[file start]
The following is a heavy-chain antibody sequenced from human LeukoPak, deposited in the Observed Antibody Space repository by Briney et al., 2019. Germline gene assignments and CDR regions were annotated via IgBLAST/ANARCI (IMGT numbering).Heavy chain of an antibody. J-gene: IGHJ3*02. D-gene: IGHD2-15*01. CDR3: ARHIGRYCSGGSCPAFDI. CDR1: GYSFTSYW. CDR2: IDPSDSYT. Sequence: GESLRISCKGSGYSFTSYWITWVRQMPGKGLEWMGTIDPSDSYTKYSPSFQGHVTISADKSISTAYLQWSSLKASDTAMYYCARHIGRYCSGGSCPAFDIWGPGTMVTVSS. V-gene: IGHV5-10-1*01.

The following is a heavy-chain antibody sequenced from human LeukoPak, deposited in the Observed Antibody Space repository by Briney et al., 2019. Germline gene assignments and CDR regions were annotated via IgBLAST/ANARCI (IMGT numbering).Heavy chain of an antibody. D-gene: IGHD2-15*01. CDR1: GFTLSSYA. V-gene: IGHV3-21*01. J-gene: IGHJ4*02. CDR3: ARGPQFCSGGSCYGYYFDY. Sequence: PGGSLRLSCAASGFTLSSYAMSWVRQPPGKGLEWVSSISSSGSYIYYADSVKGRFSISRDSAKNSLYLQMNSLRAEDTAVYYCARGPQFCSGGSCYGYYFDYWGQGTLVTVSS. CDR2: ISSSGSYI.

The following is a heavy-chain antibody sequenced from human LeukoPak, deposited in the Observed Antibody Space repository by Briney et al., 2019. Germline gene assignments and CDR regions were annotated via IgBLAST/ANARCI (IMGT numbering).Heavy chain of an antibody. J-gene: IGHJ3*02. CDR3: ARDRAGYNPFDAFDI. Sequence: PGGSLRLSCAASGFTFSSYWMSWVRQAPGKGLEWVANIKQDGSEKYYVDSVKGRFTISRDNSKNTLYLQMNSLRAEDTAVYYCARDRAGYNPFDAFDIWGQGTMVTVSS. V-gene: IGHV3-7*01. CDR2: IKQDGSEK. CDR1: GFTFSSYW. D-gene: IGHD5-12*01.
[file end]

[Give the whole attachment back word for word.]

The following is a heavy-chain antibody sequenced from human LeukoPak, deposited in the Observed Antibody Space repository by Briney et al., 2019. Germline gene assignments and CDR regions were annotated via IgBLAST/ANARCI (IMGT numbering).Heavy chain of an antibody. J-gene: IGHJ3*02. D-gene: IGHD2-15*01. CDR3: ARHIGRYCSGGSCPAFDI. CDR1: GYSFTSYW. CDR2: IDPSDSYT. Sequence: GESLRISCKGSGYSFTSYWITWVRQMPGKGLEWMGTIDPSDSYTKYSPSFQGHVTISADKSISTAYLQWSSLKASDTAMYYCARHIGRYCSGGSCPAFDIWGPGTMVTVSS. V-gene: IGHV5-10-1*01.

The following is a heavy-chain antibody sequenced from human LeukoPak, deposited in the Observed Antibody Space repository by Briney et al., 2019. Germline gene assignments and CDR regions were annotated via IgBLAST/ANARCI (IMGT numbering).Heavy chain of an antibody. D-gene: IGHD2-15*01. CDR1: GFTLSSYA. V-gene: IGHV3-21*01. J-gene: IGHJ4*02. CDR3: ARGPQFCSGGSCYGYYFDY. Sequence: PGGSLRLSCAASGFTLSSYAMSWVRQPPGKGLEWVSSISSSGSYIYYADSVKGRFSISRDSAKNSLYLQMNSLRAEDTAVYYCARGPQFCSGGSCYGYYFDYWGQGTLVTVSS. CDR2: ISSSGSYI.

The following is a heavy-chain antibody sequenced from human LeukoPak, deposited in the Observed Antibody Space repository by Briney et al., 2019. Germline gene assignments and CDR regions were annotated via IgBLAST/ANARCI (IMGT numbering).Heavy chain of an antibody. J-gene: IGHJ3*02. CDR3: ARDRAGYNPFDAFDI. Sequence: PGGSLRLSCAASGFTFSSYWMSWVRQAPGKGLEWVANIKQDGSEKYYVDSVKGRFTISRDNSKNTLYLQMNSLRAEDTAVYYCARDRAGYNPFDAFDIWGQGTMVTVSS. V-gene: IGHV3-7*01. CDR2: IKQDGSEK. CDR1: GFTFSSYW. D-gene: IGHD5-12*01.